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Blu-Ray : For Fans Only
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Release Date: April 7th, 2023 Movie Release Year: 1990

Jacob's Ladder (1990) – Imprint Films Limited Edition

Overview -

Jacob's Ladder is one of those underrated films from the '90s that tackle PTSD in a grisly and wonderful way with some amazing performances from Tim Robbins and his co-stars. There haven't been many movies to navigate this traumatic subject in this genre quite like this. Imprint's release doesn't do anything new with the video or audio presentations here, but there are a few new extras to watch. For Fans Only.



Divorced Vietnam veteran turned postman Jacob Singer (Tim Robbins) is disturbed when he begins to be plagued by bizarre and violent hallucinations, both of the family he has abandoned and a bloody battle he could not previously remember. So strong are the images that the line between past and present, real and unreal, begins to dissolve. Desperate for help, Jacob turns to his ex-wife, Sarah, and chiropractor Louis (Danny Aiello).

From visionary director Adrian Lyne, Jacob’s Ladder is a terrifying psychological horror.

Starring Tim Robbins, Elizabeth Pena, Danny Aiello & Jason Alexander.

Special Features and Technical Specs:

  • 1080p High-definition presentation on Blu-ray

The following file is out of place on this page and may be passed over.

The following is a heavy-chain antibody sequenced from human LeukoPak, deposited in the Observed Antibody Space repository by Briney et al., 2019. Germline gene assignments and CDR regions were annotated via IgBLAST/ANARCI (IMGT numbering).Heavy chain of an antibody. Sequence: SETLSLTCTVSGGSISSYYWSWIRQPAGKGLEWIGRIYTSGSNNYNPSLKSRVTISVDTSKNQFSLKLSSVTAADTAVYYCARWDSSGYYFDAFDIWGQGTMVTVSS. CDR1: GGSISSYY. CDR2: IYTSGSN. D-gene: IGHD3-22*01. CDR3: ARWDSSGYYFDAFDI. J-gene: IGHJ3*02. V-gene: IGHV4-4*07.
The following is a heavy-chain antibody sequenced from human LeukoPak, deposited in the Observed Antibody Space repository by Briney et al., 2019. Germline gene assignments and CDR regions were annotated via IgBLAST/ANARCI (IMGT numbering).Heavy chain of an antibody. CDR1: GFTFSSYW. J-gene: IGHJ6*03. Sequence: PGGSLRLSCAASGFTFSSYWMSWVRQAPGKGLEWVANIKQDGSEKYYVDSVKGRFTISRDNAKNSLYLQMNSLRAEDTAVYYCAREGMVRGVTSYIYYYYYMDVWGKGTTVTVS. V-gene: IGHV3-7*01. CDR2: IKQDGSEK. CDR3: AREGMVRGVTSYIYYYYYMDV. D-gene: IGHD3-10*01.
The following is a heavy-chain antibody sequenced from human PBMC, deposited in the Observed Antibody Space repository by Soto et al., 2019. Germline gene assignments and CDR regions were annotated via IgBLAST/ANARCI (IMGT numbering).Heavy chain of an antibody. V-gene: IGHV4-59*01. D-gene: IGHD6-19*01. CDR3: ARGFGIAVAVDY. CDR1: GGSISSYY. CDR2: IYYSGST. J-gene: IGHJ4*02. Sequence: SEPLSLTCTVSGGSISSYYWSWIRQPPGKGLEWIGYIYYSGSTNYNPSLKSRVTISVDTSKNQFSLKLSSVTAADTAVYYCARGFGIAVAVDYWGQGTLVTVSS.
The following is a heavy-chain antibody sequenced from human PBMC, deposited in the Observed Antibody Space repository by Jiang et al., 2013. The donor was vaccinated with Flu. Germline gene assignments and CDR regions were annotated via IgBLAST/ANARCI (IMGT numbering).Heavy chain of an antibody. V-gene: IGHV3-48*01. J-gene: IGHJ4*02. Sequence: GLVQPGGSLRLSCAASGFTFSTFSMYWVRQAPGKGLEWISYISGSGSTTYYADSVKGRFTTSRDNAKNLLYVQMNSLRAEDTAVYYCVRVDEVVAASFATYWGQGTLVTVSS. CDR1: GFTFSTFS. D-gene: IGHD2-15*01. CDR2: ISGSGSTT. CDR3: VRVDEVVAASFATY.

• Audio Commentary by director Adrian Lyne
  • Building ‘Jacob’s Ladder’ – featurette
  • 3 Additional Scenes (with optional commentary by director Adrian Lyne)
  • Theatrical Trailer
  • More special features TBC
  • Original Aspect Ratio 1:85:1
  • Audio English DTS-HD 5.1 Surround + LPCM 2.0
  • Optional English subtitles
  • Limited Edition slipcase on the first 1500 copies with unique artwork

For Fans Only
Rating Breakdown
Tech Specs & Release Details
Technical Specs:
Limited Edition slipcase on the first 1500 copies with unique artwork
Video Resolution/Codec:
1080p/AVC MPEG-4
Aspect Ratio(s):
Audio Formats:
English DTS-HD 5.1 Surround + LPCM 2.0
Release Date:
April 7th, 2023

Storyline: Our Reviewer's Take


There was something about postmen in the '90s for sure, but Jacob's Ladder really focuses on the traumatic experience and PTSD of one war veteran who is having violent hallucinations that blur the line between fiction and reality. Revisiting this movie after several years comes to a big realization that this film was way ahead of its time in navigating the horrors of PTSD with war veterans. There are a lot of films today that deal with this issue, but none quite like this. 

For the full review, Click Here to read our previous thoughts


Vital Disc Stats: The Blu-ray
Jacob's Ladder hallucinates its way to Blu-ray courtesy of Imprint. The sole disc is housed inside a clear plastic case with a hard cardboard level with spine number 207. The artwork on the sleeve is of the original poster. The reversible artwork inside features the many blurred faces of Jacob, while the reverse side has an image of Tim Robbins from the movie. There is no insert or digital code. 

Video Review